Satiri, which in Aymara means to sow, is the name of a robot designed by the Bolivian Ramiro Mamani The 22-year-old who channeled his knowledge to manufacture a prototype that plows the land and plants potatoes in the shortest possible time in the tough highlands of Bolivia.
This is the twenty-second prototype of old robots that Ramiro, the second in a family of seven, has designed since the age of 16 and which they served to bring Satiri to life, which he has had to make lack of means, the young man explained to Efe.
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The artifact does its job in the plains of Quinamaya, a small town 35 kilometers southwest of La Paz, where Ramiro’s parents, Ladislao and Rosa, have a small house with pets such as cows, llamas and sheep, as well as a plot where they plant barley or potatoes.
An open vocation
Ramiro discovered his love for circuits when he left the town’s primary school and went to Viacha School, the largest town near Quinamaya, with a good reputation for teaching robotics.
The young man saved money since his school years and worked Sundays in factories to later get essential parts for a new creation or buy the first tools.
From there was born a series of line-following robots, which collect trash or solve mazes, which, after being solved, gave life to new ones, since he had to “dismantle and reuse components” to not not stop, said.
Over the years, he entered the Public University of El Alto to study electronic engineering. This is how he participated in several competitions with some victories that made him stand out.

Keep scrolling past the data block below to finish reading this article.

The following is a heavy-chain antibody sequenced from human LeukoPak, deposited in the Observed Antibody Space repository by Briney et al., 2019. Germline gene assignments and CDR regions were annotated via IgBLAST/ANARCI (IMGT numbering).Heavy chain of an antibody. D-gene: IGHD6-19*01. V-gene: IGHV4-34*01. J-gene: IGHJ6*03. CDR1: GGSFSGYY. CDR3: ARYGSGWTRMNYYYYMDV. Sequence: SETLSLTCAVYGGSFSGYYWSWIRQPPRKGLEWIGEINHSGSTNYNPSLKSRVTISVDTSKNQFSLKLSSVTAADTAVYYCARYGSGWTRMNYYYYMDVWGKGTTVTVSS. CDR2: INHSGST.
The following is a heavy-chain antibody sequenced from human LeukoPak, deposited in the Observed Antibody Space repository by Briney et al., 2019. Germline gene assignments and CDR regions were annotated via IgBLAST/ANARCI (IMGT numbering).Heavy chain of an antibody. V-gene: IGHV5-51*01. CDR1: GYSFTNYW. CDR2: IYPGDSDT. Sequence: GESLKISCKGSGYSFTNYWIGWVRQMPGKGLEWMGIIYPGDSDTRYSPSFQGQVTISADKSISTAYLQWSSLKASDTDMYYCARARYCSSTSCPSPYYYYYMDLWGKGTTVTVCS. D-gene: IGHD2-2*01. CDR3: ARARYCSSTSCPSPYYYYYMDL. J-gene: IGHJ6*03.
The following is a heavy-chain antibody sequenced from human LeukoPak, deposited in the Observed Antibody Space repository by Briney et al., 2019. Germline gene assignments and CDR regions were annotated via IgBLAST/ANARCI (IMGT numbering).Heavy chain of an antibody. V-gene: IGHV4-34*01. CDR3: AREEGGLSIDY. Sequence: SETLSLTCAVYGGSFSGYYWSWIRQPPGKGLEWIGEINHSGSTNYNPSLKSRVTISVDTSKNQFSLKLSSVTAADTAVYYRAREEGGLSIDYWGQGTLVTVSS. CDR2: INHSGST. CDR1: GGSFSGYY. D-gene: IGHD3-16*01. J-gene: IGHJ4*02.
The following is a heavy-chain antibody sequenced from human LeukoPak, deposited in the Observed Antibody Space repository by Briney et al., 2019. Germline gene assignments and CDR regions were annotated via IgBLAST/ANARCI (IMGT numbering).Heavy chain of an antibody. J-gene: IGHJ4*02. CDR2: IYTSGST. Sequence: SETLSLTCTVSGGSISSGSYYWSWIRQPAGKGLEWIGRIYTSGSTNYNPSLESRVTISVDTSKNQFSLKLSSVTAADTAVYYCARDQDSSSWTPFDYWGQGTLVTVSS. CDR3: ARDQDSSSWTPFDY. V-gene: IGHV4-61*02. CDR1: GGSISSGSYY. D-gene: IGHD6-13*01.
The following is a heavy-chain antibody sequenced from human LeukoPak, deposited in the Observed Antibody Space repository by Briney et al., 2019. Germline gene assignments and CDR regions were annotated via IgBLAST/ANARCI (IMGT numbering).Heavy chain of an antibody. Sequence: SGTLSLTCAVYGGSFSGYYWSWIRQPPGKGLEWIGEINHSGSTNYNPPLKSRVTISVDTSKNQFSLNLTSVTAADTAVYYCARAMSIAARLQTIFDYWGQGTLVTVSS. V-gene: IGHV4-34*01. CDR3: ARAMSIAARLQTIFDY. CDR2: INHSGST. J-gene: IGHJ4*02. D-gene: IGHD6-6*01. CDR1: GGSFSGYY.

A workshop in a stable
The ‘baticueva’ is the name of Ramiro’s workshop, a kind of gabled house where he keeps his tools, circuits, computer and which, at night, serves as a garage for Satiri.
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The inventor recalled that the workshop “was a barn for storing cow manure” in rustic adobe and that it was on the verge of collapsing until his father, who in his youth was the only one. of the region capable of installing solar panels or pumps. of water, prompted him to do the remodeling.
At the top of the main wall, as if it were an altarpiece in a church, is the image of Albert Einstein; From there other figures like Steve Jobs, Nikola Tesla or Stephen Hawking, who are Ramiro’s “inspiration” when he decides to create, emerge in a top-down fashion.
At the bottom a small blackboard on which he draws the drawings by hand and on one side a computer for simulations and plans of his work based on mathematical formulas.
The robot seed drill
During quarantine Last year, Ramiro returned to his parents’ home in Quinamaya to help with field chores while taking distance education, several times at the top of a hill to pick up the internet signal.
“If I took part in competitions, why not make a better robot to help my parents plant potatoes? body.
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Ramiro recalled that to finance his project “the main problem was moneySo he started to pick up some objects like old wheelbarrows, molds or pieces of iron to form the structure and buy other items.
“I had to sell a bull to buy the batteries” of the truck which can be recharged and be used to give autonomy of movement to the robot which is used for plowing and sowing and which was initially remotely controlled.
Satiri has an iron steering wheel, a sheepskin box serves as the driver’s seat, and has a system of plow discs to which an old piece of rail must be attached for pressure. All this generates good performance.
Ramiro says his robot does the job of about four people and that with this, the preparation of the earth, which can take about eight hours by hand, is reduced to about two. In addition, energy costs are lower.
“I would like to develop projects or robots to help society, generally where more physical effort is necessary”, this is the dream of this young man who took a break from his studies to engage in the service compulsory military, a factor of social notoriety in the rural area of the country.